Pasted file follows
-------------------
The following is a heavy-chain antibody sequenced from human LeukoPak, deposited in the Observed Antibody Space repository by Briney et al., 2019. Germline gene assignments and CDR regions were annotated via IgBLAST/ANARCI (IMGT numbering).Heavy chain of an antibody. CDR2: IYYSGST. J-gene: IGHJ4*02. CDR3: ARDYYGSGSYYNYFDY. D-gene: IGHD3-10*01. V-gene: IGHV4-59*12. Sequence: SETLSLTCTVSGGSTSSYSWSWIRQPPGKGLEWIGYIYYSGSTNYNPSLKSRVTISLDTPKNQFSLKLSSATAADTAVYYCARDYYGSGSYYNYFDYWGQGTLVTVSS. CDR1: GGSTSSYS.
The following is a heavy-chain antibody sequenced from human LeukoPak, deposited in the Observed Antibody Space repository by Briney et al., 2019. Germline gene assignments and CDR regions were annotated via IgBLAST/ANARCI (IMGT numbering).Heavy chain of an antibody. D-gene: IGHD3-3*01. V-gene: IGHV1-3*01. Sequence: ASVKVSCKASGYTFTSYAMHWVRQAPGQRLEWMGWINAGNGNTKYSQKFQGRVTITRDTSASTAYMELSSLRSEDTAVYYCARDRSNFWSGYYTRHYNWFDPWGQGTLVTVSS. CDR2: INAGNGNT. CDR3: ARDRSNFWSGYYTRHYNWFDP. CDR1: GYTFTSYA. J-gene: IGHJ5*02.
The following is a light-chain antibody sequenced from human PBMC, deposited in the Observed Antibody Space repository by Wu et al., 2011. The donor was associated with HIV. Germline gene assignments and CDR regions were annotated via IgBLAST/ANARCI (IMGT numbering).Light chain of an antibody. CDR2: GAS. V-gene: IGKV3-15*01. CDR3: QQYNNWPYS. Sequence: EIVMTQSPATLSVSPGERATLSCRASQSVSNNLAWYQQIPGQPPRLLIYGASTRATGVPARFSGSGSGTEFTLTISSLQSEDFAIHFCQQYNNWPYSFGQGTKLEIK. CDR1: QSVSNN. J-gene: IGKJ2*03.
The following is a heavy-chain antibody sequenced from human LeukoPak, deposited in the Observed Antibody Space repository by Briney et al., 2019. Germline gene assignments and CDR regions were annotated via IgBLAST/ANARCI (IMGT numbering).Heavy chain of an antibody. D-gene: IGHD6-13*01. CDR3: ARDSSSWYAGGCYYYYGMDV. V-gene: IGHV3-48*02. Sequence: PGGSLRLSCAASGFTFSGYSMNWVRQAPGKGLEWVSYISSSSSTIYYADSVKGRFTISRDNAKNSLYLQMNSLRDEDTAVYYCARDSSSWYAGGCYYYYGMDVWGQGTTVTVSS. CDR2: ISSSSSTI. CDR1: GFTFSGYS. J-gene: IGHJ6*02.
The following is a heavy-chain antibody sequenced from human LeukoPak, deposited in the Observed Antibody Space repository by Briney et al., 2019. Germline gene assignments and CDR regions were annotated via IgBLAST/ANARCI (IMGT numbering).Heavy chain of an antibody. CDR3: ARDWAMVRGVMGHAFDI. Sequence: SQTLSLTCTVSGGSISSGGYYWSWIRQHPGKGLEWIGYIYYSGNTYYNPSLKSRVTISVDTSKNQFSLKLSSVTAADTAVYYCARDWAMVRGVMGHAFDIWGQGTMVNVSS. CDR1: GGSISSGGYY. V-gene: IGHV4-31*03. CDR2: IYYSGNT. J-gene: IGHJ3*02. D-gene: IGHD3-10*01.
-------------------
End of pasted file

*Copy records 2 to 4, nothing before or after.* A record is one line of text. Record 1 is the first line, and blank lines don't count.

The following is a heavy-chain antibody sequenced from human LeukoPak, deposited in the Observed Antibody Space repository by Briney et al., 2019. Germline gene assignments and CDR regions were annotated via IgBLAST/ANARCI (IMGT numbering).Heavy chain of an antibody. D-gene: IGHD3-3*01. V-gene: IGHV1-3*01. Sequence: ASVKVSCKASGYTFTSYAMHWVRQAPGQRLEWMGWINAGNGNTKYSQKFQGRVTITRDTSASTAYMELSSLRSEDTAVYYCARDRSNFWSGYYTRHYNWFDPWGQGTLVTVSS. CDR2: INAGNGNT. CDR3: ARDRSNFWSGYYTRHYNWFDP. CDR1: GYTFTSYA. J-gene: IGHJ5*02.
The following is a light-chain antibody sequenced from human PBMC, deposited in the Observed Antibody Space repository by Wu et al., 2011. The donor was associated with HIV. Germline gene assignments and CDR regions were annotated via IgBLAST/ANARCI (IMGT numbering).Light chain of an antibody. CDR2: GAS. V-gene: IGKV3-15*01. CDR3: QQYNNWPYS. Sequence: EIVMTQSPATLSVSPGERATLSCRASQSVSNNLAWYQQIPGQPPRLLIYGASTRATGVPARFSGSGSGTEFTLTISSLQSEDFAIHFCQQYNNWPYSFGQGTKLEIK. CDR1: QSVSNN. J-gene: IGKJ2*03.
The following is a heavy-chain antibody sequenced from human LeukoPak, deposited in the Observed Antibody Space repository by Briney et al., 2019. Germline gene assignments and CDR regions were annotated via IgBLAST/ANARCI (IMGT numbering).Heavy chain of an antibody. D-gene: IGHD6-13*01. CDR3: ARDSSSWYAGGCYYYYGMDV. V-gene: IGHV3-48*02. Sequence: PGGSLRLSCAASGFTFSGYSMNWVRQAPGKGLEWVSYISSSSSTIYYADSVKGRFTISRDNAKNSLYLQMNSLRDEDTAVYYCARDSSSWYAGGCYYYYGMDVWGQGTTVTVSS. CDR2: ISSSSSTI. CDR1: GFTFSGYS. J-gene: IGHJ6*02.